Chapter 2.  Monumental Methodology
There are some 2,500,000 limestone blocks comprising the visible external form of the Great Pyramid at Giza. Each of these exterior blocks weighs from one to three tons. Inside the pyramid are some granite slabs weighing up to seventy tons that form the walls of the Grand Gallery, the King’s and Queen’s chambers and the so-called "relieving" chambers above them. Altogether, there is enough stone in the Great Pyramid to build a wall three feet high and one and one-half feet thick all around France. Herodotus, who visited the Giza site about 450 BC, repeated the then-current story that it had been built in twenty years. Assuming that work was done only in daylight, this means that an average two-ton block was moved about every three minutes. Engineers and archaeologists tell us that all this stone was moved by gangs of slaves hauling the stones up an inclined ramp.

5. The Great Pyramid at Giza, Egypt.

This is highly improbable, as any reasonable person can immediately perceive, if not totally impossible. A long inclined ramp with a grade gentle enough to haul stones up, and high enough to reach the top of the Great Pyramid, would contain much more volume than the pyramid itself.  Then, the ever-diminishing working area of the pyramid, as it grew in height, would not have left room for the stones to have been placed in position with the precision they exhibit today.  There would be decreasing room for the gangs of slaves to move.  And then there is the fact that the Great Pyramid at Giza is not the only pyramid in Egypt. There are about thirty others, not to mention additional massive temples. Therefore, conventional explanations of Ancient Egyptian construction techniques are tentatively accepted on faith by informed people only because so-called experts make these statements. And also, of course, because most of us would prefer not to fall back on UFOs. We can at least imagine all these ramps and immense gangs of slaves toiling on the hot, flat sands beside the Nile.

But the case of Machu Picchu in the Andes Mountains is not even imaginable for sledge-hauling huge stones up an inclined ramp. The path leading four thousand feet up to the citadel is only three feet wide in places, but the smallest dimension of some stones carried up to Machu Picchu is four feet. The paved path clings to the sheer side of a mountain, a vertical slope to one side and a drop into an abyss on the other. There is no room for more than two people abreast for most of its length. In about twenty different places, the path is too steep for ordinary walking and the Andean builders were forced to cut long flights of steps into mountain rock. Some of these staircases curve around outcroppings of rock and huge buttresses of the mountain. At the worst places, the steps could be only three feet wide.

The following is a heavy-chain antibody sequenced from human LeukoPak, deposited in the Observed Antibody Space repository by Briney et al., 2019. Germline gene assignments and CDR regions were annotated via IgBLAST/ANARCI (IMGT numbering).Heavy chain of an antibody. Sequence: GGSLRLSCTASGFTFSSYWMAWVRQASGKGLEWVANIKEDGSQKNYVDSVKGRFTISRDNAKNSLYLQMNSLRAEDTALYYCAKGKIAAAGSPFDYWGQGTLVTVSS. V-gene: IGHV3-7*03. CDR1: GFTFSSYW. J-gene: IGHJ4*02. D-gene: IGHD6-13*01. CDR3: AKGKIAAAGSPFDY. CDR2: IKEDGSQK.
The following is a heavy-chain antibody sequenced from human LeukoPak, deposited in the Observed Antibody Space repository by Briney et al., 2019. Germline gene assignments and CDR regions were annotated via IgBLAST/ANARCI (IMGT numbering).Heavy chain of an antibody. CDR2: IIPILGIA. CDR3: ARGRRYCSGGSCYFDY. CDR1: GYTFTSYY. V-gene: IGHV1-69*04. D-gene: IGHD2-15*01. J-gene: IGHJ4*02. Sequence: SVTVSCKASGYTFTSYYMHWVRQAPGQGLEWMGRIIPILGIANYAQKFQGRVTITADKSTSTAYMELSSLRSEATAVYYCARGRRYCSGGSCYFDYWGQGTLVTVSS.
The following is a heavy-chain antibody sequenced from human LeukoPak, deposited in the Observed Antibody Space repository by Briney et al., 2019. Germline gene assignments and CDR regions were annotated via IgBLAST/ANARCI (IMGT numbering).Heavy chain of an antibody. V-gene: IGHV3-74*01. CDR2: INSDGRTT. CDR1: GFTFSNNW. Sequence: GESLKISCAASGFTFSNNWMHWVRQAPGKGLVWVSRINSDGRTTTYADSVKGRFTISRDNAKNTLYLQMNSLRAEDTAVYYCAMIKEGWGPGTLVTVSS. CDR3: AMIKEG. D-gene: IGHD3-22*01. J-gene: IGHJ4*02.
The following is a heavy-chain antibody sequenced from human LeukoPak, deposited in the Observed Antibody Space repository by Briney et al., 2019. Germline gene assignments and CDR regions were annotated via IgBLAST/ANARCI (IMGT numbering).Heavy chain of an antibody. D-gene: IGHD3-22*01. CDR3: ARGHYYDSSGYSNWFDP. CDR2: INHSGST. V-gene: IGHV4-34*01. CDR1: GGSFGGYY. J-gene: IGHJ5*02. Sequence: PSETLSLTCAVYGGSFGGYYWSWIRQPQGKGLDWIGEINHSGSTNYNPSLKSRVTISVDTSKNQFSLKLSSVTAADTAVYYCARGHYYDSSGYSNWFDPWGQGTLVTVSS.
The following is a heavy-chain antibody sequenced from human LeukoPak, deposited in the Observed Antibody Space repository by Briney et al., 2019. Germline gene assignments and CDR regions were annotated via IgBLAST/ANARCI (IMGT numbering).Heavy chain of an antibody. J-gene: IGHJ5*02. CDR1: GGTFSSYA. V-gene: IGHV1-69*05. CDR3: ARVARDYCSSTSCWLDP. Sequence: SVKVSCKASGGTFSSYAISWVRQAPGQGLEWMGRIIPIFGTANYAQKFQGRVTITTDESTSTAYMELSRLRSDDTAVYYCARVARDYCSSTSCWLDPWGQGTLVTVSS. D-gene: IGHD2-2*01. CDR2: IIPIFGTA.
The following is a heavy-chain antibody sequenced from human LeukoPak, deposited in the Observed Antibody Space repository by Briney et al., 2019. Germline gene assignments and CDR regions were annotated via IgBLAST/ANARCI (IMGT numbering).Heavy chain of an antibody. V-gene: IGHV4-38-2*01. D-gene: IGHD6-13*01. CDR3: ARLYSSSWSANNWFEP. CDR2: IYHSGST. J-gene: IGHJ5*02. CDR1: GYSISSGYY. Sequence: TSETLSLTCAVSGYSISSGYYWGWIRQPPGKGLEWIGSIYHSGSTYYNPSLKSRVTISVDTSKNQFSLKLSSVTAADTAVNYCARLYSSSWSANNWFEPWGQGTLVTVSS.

No one with vertigo lasted very long in these parts, certainly not long enough to hand any errant vertigo genes down to children. Relays of picked Inca runners carried quipu messages from citadel to citadel along these paths at the rate of 150 miles per day. This alone seems incredible.

However, we know absolutely that Machu Picchu was built by ordinary-sized humans and not by anthropological giants or Cyclops as Michael A. Cremo and Richard L. Thompson have suggested in their very popular, but equally spurious, Forbidden Archaeology.  If ancient and now-extinct human giants had constructed Machu Picchu, then why are the individual steps of those stone stairways only as high as our own steps today?